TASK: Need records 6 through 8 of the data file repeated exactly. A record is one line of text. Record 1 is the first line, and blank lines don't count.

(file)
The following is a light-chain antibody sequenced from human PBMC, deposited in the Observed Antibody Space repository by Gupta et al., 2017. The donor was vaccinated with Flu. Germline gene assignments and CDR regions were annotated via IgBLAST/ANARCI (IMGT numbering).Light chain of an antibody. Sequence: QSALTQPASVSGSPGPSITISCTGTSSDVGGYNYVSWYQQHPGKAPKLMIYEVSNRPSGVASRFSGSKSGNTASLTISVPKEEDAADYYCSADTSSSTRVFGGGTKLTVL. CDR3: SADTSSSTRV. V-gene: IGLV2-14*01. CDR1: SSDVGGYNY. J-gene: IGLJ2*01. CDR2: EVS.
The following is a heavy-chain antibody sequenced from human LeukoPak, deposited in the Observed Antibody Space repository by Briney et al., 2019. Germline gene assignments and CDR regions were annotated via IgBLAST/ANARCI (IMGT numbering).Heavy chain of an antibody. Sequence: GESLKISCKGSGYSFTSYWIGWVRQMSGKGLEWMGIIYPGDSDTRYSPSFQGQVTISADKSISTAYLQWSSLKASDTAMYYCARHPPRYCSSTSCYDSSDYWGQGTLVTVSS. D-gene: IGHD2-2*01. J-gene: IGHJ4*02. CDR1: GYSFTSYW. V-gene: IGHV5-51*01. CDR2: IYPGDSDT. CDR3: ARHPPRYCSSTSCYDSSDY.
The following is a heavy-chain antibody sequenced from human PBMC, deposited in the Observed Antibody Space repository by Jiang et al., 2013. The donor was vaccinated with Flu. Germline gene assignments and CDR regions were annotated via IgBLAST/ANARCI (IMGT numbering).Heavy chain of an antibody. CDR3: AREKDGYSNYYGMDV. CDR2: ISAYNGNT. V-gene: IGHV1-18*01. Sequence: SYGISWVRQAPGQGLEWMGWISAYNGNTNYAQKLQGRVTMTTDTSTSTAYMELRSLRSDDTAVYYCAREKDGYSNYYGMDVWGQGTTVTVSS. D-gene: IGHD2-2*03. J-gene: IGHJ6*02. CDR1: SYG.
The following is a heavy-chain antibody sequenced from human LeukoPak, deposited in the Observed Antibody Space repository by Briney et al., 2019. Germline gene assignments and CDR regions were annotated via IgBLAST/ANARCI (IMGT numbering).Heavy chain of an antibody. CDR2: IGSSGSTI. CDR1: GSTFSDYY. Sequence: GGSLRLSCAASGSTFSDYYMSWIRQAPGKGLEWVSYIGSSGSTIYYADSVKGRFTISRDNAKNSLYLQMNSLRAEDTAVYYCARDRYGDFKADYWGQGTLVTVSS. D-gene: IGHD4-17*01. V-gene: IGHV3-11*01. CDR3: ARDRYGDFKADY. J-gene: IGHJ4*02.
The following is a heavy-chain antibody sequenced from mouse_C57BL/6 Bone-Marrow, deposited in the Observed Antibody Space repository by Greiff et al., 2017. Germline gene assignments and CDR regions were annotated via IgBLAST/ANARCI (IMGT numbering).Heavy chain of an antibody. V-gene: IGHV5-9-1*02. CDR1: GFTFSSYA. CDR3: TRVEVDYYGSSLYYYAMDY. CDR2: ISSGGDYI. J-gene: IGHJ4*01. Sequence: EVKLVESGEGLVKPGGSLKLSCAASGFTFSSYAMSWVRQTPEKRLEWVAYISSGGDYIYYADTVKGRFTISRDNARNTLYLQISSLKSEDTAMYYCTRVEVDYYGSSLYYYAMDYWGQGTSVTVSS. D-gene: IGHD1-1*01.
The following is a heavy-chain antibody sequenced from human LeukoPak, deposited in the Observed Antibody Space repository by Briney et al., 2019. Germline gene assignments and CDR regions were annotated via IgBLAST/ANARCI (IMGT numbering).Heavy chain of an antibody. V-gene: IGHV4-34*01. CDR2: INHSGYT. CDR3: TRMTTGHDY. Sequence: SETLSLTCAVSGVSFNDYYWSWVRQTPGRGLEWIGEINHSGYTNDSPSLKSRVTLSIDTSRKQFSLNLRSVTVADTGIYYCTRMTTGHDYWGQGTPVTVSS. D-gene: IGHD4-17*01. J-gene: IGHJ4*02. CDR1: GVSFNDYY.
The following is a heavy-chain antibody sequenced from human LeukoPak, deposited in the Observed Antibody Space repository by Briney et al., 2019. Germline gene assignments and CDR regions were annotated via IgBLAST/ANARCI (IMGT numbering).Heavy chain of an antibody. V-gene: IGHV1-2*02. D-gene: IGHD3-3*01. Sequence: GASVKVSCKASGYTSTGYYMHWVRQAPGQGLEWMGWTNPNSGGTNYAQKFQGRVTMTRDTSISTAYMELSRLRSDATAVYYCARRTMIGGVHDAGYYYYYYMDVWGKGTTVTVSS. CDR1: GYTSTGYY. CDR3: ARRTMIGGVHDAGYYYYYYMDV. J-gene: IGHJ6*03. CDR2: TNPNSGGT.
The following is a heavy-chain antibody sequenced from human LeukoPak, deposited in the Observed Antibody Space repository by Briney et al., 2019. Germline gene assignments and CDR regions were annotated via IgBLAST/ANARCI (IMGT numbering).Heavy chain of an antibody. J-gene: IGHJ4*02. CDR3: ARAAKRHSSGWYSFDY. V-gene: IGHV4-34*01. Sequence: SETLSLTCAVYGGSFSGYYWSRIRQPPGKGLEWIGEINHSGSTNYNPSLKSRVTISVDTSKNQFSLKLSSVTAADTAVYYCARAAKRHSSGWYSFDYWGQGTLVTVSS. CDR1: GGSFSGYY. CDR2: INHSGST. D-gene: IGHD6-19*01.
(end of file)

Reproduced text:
The following is a heavy-chain antibody sequenced from human LeukoPak, deposited in the Observed Antibody Space repository by Briney et al., 2019. Germline gene assignments and CDR regions were annotated via IgBLAST/ANARCI (IMGT numbering).Heavy chain of an antibody. V-gene: IGHV4-34*01. CDR2: INHSGYT. CDR3: TRMTTGHDY. Sequence: SETLSLTCAVSGVSFNDYYWSWVRQTPGRGLEWIGEINHSGYTNDSPSLKSRVTLSIDTSRKQFSLNLRSVTVADTGIYYCTRMTTGHDYWGQGTPVTVSS. D-gene: IGHD4-17*01. J-gene: IGHJ4*02. CDR1: GVSFNDYY.
The following is a heavy-chain antibody sequenced from human LeukoPak, deposited in the Observed Antibody Space repository by Briney et al., 2019. Germline gene assignments and CDR regions were annotated via IgBLAST/ANARCI (IMGT numbering).Heavy chain of an antibody. V-gene: IGHV1-2*02. D-gene: IGHD3-3*01. Sequence: GASVKVSCKASGYTSTGYYMHWVRQAPGQGLEWMGWTNPNSGGTNYAQKFQGRVTMTRDTSISTAYMELSRLRSDATAVYYCARRTMIGGVHDAGYYYYYYMDVWGKGTTVTVSS. CDR1: GYTSTGYY. CDR3: ARRTMIGGVHDAGYYYYYYMDV. J-gene: IGHJ6*03. CDR2: TNPNSGGT.
The following is a heavy-chain antibody sequenced from human LeukoPak, deposited in the Observed Antibody Space repository by Briney et al., 2019. Germline gene assignments and CDR regions were annotated via IgBLAST/ANARCI (IMGT numbering).Heavy chain of an antibody. J-gene: IGHJ4*02. CDR3: ARAAKRHSSGWYSFDY. V-gene: IGHV4-34*01. Sequence: SETLSLTCAVYGGSFSGYYWSRIRQPPGKGLEWIGEINHSGSTNYNPSLKSRVTISVDTSKNQFSLKLSSVTAADTAVYYCARAAKRHSSGWYSFDYWGQGTLVTVSS. CDR1: GGSFSGYY. CDR2: INHSGST. D-gene: IGHD6-19*01.